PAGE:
Restaurant Stage: Hibiscus - Two Michelin Stars

While I lasted little more than a few hours in his kitchen, I respected his decision to have me leave.Β 
— The Stagiaire
 Ian Scaramuzza, the former head chef of Hibiscus, at the pass

Ian Scaramuzza, the former head chef of Hibiscus, at the pass

UPDATE: Hibiscus closed in October 2016

Being invited to join the Hibiscus kitchen for a one day stage by Ian Scaramuzza, the winner of the 2015 Roux Scholarship, was a great honour. Ian was preparing to fly to California to enjoy a three-month stage with Corey Lee and was in the process of handing over his head chef duties. A unique opportunity then to observe such a handover in a two star kitchen.

But instead of what I expected, I actually experienced another unique situation in Claude Bosi's kitchen. Being thrown out of a two Michelin starred restaurant. 

I arrived via the front door that morning, a handful of waiters were setting up tables, and at the main desk sat Claude Bosi himself, chatting to a pretty receptionist. I wished him a very good morning and thanked him for letting me stage with him and his brigade. 

Ian then gave me a quick tour of the restaurant before I joined the kitchen. Their basement chef's table, Workshop, looked a brilliant concept for both chef and diner. A way to experiment with new dishes, gauge a diner's reaction and bridge the gap between kitchen and dining area. 

The kitchen itself is medium sized, with three separate rows of counter-tops. Ten or so chefs were busy with prep when I returned having changed into my whites. I was introduced to Darren, a junior sous, who was to be my mentor for the day. He had intended to embark on a series of stages across the country that week, but had to cancel the lot after lacerating tendons in his hand when cutting duck. 

Despite his disappointment at his cancelled trip, he was in good spirits and started me off with picking wild garlic leaves. 

Ian stuck with his soon-to-be successor as head chef, Francesco Dibenedetto, taking him through his daily routine. I watched as he and Frank tasted all sauces made fresh in the kitchen that day, discussing each one in detail.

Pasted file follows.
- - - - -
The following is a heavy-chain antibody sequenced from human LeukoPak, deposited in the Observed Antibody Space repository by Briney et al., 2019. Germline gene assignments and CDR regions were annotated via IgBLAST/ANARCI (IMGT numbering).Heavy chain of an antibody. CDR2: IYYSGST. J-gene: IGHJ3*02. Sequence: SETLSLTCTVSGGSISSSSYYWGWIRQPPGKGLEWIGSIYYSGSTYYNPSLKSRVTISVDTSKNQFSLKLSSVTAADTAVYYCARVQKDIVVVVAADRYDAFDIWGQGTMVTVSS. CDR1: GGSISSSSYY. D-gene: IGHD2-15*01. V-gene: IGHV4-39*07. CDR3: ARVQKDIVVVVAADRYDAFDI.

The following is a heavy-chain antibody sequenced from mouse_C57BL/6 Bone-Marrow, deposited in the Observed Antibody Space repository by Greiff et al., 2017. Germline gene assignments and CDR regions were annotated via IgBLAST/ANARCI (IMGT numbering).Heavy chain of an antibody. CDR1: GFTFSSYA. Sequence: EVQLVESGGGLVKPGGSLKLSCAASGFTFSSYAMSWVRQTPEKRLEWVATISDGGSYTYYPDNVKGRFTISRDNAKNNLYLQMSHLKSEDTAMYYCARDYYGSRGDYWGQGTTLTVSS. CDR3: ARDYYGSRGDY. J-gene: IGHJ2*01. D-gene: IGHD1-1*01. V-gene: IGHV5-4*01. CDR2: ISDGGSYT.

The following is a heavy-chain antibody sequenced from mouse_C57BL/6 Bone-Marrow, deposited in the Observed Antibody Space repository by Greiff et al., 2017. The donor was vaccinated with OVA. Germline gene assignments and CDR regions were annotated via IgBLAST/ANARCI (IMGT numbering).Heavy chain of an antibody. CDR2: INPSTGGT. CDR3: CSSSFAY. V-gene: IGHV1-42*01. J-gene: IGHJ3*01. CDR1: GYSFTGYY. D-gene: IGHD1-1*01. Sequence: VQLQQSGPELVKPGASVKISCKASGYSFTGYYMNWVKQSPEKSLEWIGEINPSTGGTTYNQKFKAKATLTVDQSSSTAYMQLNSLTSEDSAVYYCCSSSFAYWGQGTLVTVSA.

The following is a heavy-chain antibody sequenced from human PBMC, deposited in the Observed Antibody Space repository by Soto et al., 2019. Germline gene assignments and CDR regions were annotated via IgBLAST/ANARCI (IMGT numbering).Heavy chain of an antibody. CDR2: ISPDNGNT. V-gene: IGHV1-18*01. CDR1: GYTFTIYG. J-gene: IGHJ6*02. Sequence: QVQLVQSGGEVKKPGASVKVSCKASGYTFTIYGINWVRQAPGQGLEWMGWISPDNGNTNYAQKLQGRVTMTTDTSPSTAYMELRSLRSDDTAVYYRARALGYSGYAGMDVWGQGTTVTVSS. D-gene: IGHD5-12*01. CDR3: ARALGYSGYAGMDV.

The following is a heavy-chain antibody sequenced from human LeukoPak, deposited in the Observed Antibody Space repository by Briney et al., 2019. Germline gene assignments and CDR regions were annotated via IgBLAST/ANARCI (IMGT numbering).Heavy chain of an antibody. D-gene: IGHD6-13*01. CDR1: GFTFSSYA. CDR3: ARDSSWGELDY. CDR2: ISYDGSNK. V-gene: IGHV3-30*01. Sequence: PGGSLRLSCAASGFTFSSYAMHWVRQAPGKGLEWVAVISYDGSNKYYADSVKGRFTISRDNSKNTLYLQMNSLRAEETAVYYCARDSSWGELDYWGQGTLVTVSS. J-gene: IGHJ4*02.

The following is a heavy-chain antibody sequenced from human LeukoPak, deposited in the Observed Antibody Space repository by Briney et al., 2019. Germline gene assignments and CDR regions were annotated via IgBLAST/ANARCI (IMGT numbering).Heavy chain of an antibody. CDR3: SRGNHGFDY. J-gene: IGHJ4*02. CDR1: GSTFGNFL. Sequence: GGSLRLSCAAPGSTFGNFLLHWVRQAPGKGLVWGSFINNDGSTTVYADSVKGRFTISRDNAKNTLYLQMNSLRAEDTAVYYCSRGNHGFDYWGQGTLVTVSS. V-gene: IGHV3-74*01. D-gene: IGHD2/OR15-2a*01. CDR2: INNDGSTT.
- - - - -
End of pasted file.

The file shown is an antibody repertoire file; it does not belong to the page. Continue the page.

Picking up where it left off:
Sauce and puree testing 

Sauce and puree testing 

A brief kitchen meeting followed, led by Frank, before Claude Bosi joined the kitchen. I had moved on from the wild garlic leaves to dicing strawberries when I saw Claude take Ian aside. 

After a quick word, Ian came back over to me and said: "Claude isn't happy."

"He isn't comfortable with you taking photos. And he's having second thoughts about you being in his kitchen."

Claude Bosi had since left the kitchen again. I figured that he felt invaded somehow, perhaps that I was there to judge his kitchen or perhaps steal recipes. 

I assured Ian that I was only there to learn, to interact, and to eventually highlight the benefits of working in his kitchen. He replied that he had no doubt of my intentions, but that Claude wasn't a man to change his mind once it was made up.

And so it was that I left Hibiscus before the start of lunch service, wishing Ian all the very best in California. As a parting gift, I was given a plate of their staff lunch, which was octopus. And it was excellent. 

I did not get to say goodbye to Claude Bosi before I left, and I would have wished him the very best of luck with all his future endeavours. While I lasted little more than a few hours in his kitchen, I respected his decision to have me leave. 

Chefs are thrown out of kitchens every day, and while my situation was very different, I still felt the burning disappointment in not being allowed to continue, to show my abilities and prove myself a valuable albeit temporary addition to the brigade. 

It is a feeling that I will always remember.